Big Data Architecture Principles

BY DAVID BLOCKOW

Architecture principles can provide a basis for decision making when developing solutions. They form a structured set of ideas that collectively define and guide development of a solution architecture, from values through to design and implementation, harmonising decision making across an organisation. This blog post describes Big Data-specific architecture principles used by D2D CRC.

Big Data Architecture Principles

D2D CRC has developed a set of Big Data-specific architecture principles, drawing on our experience developing solution architectures for Big Data problems across many domains. They reflect a level of consensus amongst experienced architects as to the most important qualities of an effective Big Data architecture.

These principles reflect the dynamic nature of the Big Data landscape and the mission critical nature of the work done by our Defence and National Security partners.

The principles are as follows:

Focus on User Needs: The focus of any Big Data architecture should be meeting user needs. Big Data technologies are enablers, allowing us to extract value from the data at scale to address user requirements.

Data is an Asset: Data is an asset that has value to the organisation. Access to relevant data is critical for users to perform their duties. Accurate and timely information is required to support good decision making.

People are an Asset: A broad range of technical skills are needed to build and maintain a Big Data capability, including architecture, software engineering, data science and operations. The need for skilled personnel is not unique to Big Data projects, however they typically require more specialised skillsets.

Keep it Simple: Solution architectures should be kept as simple as possible while addressing all use cases. Technical diversity should be controlled to minimise the cost of maintaining multiple technology platforms. Controlling technical diversity often involves incorporating legacy systems into solution architecture, trading capability for maintainability.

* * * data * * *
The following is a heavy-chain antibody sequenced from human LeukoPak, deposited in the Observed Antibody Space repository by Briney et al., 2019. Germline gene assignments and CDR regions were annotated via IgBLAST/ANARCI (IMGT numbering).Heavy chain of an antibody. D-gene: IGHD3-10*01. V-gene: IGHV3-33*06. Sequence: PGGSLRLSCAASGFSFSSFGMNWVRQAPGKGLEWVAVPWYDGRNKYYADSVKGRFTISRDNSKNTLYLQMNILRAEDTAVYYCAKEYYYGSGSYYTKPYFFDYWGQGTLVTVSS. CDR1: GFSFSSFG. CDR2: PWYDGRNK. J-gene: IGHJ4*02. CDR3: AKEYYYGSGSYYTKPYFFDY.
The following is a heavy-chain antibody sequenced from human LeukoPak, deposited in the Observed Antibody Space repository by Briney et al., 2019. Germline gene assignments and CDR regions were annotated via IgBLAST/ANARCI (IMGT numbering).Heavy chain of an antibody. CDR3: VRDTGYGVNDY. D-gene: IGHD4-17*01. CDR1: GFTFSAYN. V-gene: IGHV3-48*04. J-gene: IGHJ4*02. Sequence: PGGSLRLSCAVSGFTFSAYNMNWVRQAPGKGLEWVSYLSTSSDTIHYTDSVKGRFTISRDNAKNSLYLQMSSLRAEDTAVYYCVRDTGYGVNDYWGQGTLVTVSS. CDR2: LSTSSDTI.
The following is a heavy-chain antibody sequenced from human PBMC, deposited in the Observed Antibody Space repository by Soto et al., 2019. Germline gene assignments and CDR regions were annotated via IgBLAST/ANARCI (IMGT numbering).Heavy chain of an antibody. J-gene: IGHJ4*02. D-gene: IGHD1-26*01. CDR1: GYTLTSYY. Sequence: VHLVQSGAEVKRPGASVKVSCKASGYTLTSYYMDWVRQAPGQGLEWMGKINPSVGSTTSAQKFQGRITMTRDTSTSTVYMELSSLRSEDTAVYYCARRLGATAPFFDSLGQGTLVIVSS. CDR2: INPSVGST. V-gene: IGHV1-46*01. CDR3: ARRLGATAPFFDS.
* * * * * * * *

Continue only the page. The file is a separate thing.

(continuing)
Flexibility & Interoperability: Software and hardware should conform to open standards to enable a flexible and extensible architecture. Modular components and services should be preferred to improve interoperability and reuse.

Platforms for Growth, not Isolated Systems: Solution architectures should support forward-looking use cases, allowing organisations to extend the architecture to support new features without significant rework.

Business Continuity: Systems must be highly available to support mission-critical operations. Redundancy and maintainability should be considered at design time and product selection should favour vendor supported and proven technologies.

Compliance with Law & Policy: Information management processes must comply with all relevant laws, policies and regulations. Open sharing of information must be balanced against the need to prevent unauthorised use and disclosure.

Responsive Change Management: The architecture should support rapid deployment of changes in response to changing user requirements, through application of techniques such as continuous integration and automated deployment. This includes components of the architecture itself, as well as analytics and applications running on the architecture.

Conclusion

These principles provide a starting point for Big Data solution design, and will typically be extended with organisation-specific architecture principles and requirements. As a set of general guidelines they allow D2D CRC to take a consistent approach to Big Data solution design, producing pragmatic solutions that meet our end users needs.